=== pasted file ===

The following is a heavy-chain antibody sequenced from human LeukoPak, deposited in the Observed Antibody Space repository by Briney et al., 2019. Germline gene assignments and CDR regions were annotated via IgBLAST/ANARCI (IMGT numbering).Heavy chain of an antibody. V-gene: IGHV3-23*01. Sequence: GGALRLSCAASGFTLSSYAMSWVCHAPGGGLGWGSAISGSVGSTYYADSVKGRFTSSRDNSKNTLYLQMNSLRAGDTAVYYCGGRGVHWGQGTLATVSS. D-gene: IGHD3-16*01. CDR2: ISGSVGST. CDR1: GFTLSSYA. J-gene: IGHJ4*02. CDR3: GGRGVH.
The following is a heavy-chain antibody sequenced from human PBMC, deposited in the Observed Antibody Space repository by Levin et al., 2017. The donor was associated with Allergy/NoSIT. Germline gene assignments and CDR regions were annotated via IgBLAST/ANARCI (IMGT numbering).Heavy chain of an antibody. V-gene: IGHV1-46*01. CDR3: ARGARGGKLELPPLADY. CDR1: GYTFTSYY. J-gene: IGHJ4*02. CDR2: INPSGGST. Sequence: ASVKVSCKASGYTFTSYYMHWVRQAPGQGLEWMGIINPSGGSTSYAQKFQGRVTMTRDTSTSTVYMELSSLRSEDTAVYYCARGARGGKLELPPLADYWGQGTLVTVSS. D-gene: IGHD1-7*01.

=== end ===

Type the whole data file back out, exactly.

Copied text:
The following is a heavy-chain antibody sequenced from human LeukoPak, deposited in the Observed Antibody Space repository by Briney et al., 2019. Germline gene assignments and CDR regions were annotated via IgBLAST/ANARCI (IMGT numbering).Heavy chain of an antibody. V-gene: IGHV3-23*01. Sequence: GGALRLSCAASGFTLSSYAMSWVCHAPGGGLGWGSAISGSVGSTYYADSVKGRFTSSRDNSKNTLYLQMNSLRAGDTAVYYCGGRGVHWGQGTLATVSS. D-gene: IGHD3-16*01. CDR2: ISGSVGST. CDR1: GFTLSSYA. J-gene: IGHJ4*02. CDR3: GGRGVH.
The following is a heavy-chain antibody sequenced from human PBMC, deposited in the Observed Antibody Space repository by Levin et al., 2017. The donor was associated with Allergy/NoSIT. Germline gene assignments and CDR regions were annotated via IgBLAST/ANARCI (IMGT numbering).Heavy chain of an antibody. V-gene: IGHV1-46*01. CDR3: ARGARGGKLELPPLADY. CDR1: GYTFTSYY. J-gene: IGHJ4*02. CDR2: INPSGGST. Sequence: ASVKVSCKASGYTFTSYYMHWVRQAPGQGLEWMGIINPSGGSTSYAQKFQGRVTMTRDTSTSTVYMELSSLRSEDTAVYYCARGARGGKLELPPLADYWGQGTLVTVSS. D-gene: IGHD1-7*01.